Socio-Economic & Education Development Society (SEEDS): This group works with women's self-help groups in Jharkhand. It is currently evaluating the cooperative structure in the state and helping NGOs to formulate marketing strategies that will help them market their products more effectively. Besides helping underprivileged women and making a difference to their lives, seeds members gain first-hand knowledge and experience in rural marketing, which is considered the Holy Grail of the Great Indian Retail Dream.

Marketing Association of XLRI (MAXI): This students' club carries out market-related activities at the institute. Typically, start-up entrepreneurs, with sound technical knowledge, approach the club to help them formulate a B-plan.

So when do they catch up on sleep? "When we get the time," explains Gaurav Kathotia, another second year business management student and a member of the XLRI External Linkages Committee. "It could be between classes, at lunchtime, in the evening when everyone's playing basketball or, in extreme cases, not at all."

The course is tough enough: seven subjects, with three hours of classes per week per subject. If that sounds simple, sample this: "Each contact hour (hour spent in class) will require two hours of private work," says Raj. That alone adds up to 63 hours of study a week. Add to this the project work, community service and student body duties that every student has to compulsorily undertake and you are looking at something like an 80-90 hour work week for XLers.

So what's the big deal? This is pretty much the routine at all good B-schools. What is it that makes XLRI different? Bijou Kurien, coo of Titan Industries and a member of XLRI's Class of 81, is very clear about this. "One of the attractions of XLRI was the size of the batch, which in those days was 40 per class in each year. The opportunity to learn, question and discover would be much greater with the smaller numbers."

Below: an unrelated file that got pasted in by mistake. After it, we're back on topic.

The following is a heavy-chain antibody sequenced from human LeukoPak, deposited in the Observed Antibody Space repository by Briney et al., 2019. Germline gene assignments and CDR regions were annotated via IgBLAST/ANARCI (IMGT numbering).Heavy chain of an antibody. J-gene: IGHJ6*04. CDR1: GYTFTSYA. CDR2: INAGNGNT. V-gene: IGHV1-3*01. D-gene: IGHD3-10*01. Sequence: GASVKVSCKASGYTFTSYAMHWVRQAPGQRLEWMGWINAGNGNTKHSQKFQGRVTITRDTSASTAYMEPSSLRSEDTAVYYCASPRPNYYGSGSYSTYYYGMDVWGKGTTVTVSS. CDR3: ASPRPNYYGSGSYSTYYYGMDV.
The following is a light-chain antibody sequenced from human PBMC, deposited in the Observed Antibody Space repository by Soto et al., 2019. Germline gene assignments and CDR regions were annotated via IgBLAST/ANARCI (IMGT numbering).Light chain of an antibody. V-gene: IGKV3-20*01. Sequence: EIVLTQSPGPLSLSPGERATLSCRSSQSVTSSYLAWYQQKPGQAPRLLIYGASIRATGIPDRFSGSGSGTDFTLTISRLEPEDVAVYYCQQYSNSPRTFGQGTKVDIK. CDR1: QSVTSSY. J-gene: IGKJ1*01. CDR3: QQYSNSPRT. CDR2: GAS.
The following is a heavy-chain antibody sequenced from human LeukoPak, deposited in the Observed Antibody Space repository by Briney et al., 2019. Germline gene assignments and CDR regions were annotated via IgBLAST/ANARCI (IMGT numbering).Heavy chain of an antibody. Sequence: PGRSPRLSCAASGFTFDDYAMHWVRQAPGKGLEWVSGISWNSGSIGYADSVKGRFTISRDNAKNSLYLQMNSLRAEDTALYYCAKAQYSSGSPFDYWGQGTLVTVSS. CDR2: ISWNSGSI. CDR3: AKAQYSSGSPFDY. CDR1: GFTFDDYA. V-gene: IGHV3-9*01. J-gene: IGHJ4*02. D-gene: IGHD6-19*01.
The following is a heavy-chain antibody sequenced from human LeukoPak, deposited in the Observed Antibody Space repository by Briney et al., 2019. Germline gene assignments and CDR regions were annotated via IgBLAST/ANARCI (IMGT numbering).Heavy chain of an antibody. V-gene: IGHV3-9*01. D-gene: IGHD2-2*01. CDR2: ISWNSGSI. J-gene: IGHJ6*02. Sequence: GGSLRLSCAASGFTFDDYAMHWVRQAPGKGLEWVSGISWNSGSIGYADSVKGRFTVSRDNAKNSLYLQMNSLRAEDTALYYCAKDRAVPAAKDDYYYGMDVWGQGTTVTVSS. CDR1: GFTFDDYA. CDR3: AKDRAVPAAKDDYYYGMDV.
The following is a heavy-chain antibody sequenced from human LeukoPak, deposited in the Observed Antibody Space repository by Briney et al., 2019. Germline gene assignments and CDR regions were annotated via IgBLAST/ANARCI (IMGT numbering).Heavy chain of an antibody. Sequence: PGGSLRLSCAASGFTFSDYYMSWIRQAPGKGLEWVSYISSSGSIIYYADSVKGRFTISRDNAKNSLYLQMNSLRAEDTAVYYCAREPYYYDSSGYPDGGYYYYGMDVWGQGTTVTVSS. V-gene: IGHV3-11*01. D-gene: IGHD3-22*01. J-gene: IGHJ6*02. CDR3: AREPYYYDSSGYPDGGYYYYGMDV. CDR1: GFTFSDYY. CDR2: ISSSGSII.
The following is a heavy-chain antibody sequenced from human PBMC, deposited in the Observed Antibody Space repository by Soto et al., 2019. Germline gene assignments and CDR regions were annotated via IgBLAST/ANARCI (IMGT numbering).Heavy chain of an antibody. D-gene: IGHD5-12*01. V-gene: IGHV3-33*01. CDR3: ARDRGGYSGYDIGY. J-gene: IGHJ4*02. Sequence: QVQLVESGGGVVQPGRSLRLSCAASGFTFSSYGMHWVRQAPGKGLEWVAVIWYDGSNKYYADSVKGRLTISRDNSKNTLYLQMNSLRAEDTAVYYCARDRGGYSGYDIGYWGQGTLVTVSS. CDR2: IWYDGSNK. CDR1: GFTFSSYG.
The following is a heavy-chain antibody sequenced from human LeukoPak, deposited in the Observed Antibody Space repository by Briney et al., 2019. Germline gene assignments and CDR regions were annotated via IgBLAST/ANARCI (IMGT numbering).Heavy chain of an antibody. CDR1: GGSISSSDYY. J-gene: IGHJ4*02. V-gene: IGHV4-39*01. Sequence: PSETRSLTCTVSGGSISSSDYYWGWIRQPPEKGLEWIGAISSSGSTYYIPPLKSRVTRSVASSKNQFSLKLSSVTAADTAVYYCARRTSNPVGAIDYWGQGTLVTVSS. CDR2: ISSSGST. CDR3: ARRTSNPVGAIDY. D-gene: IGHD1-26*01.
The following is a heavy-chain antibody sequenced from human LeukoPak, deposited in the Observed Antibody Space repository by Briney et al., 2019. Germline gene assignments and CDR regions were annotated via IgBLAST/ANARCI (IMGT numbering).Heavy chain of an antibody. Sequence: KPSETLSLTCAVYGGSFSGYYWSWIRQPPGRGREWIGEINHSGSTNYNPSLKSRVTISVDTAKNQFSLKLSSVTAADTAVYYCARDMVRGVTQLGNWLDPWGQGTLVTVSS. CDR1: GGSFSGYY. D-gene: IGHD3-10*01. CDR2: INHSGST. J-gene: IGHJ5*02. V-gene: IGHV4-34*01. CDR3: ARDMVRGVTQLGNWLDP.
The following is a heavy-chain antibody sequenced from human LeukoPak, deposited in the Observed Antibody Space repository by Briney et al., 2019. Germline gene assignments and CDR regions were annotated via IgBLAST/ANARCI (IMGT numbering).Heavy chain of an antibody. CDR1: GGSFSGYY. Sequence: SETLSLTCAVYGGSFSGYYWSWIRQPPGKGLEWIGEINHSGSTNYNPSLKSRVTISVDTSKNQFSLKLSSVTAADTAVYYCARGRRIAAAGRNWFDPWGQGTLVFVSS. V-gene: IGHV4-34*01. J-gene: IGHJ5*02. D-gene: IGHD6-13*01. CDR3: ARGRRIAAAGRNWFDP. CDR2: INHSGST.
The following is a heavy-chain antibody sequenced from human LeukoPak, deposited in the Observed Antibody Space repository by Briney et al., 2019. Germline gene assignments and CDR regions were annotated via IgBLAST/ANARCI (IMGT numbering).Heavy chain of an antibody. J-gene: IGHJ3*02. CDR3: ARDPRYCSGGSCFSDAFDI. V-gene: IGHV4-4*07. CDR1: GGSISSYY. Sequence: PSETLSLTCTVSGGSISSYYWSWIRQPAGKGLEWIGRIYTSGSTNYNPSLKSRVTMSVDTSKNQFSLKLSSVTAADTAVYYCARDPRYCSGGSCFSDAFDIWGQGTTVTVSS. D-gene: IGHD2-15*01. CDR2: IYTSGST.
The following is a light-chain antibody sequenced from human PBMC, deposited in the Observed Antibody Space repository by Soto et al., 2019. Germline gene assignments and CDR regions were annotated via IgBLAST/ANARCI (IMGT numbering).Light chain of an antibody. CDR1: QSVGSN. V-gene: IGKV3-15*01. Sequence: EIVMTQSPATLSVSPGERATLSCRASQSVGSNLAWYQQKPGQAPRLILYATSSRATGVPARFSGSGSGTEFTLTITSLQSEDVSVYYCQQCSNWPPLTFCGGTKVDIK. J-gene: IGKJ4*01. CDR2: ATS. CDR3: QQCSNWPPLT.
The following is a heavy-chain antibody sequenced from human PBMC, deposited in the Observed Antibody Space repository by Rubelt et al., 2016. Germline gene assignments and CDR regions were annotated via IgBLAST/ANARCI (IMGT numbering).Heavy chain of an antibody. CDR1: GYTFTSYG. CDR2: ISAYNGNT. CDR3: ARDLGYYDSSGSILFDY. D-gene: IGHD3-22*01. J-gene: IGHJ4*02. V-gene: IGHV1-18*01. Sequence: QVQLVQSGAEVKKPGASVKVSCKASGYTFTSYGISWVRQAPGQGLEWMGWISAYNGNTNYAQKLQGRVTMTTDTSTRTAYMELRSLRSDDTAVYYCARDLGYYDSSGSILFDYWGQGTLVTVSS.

Ravi Mehrotra, CEO of Franklin Templeton Investments and an alumnus from the Class of 85, concurs. "One of XLRI's clear advantages as a business school is its relatively small batch size. In the batch of 1983-85, for example, there were less that 30 students; this fostered close interaction, discussion and debate both in and out of the classroom. Most importantly, small batch sizes led to a more personalised environment," he says.

Kurien points to another crucial difference: "The institute was set up and run by Jesuit fathers and my perception was that such an institute would adhere to a high value system."

Besides these three, there are several other committees and clubs that allow students to foster and harness their creative and social skills.

"We lay great stress on accountability, transparency and democracy," says Raj. "We teach students that it is possible to serve the nation, the employer and the environment without compromising on principles."